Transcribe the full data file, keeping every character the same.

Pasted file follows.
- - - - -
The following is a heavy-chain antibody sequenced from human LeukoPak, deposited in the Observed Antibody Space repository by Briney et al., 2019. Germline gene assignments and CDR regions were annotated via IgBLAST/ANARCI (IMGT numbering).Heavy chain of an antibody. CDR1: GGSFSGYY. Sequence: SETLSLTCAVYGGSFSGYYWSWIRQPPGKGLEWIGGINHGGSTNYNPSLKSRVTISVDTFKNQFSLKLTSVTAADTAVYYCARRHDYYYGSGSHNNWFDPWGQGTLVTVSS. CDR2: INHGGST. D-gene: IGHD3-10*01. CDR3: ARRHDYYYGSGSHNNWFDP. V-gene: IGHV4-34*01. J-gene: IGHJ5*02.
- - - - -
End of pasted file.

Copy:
The following is a heavy-chain antibody sequenced from human LeukoPak, deposited in the Observed Antibody Space repository by Briney et al., 2019. Germline gene assignments and CDR regions were annotated via IgBLAST/ANARCI (IMGT numbering).Heavy chain of an antibody. CDR1: GGSFSGYY. Sequence: SETLSLTCAVYGGSFSGYYWSWIRQPPGKGLEWIGGINHGGSTNYNPSLKSRVTISVDTFKNQFSLKLTSVTAADTAVYYCARRHDYYYGSGSHNNWFDPWGQGTLVTVSS. CDR2: INHGGST. D-gene: IGHD3-10*01. CDR3: ARRHDYYYGSGSHNNWFDP. V-gene: IGHV4-34*01. J-gene: IGHJ5*02.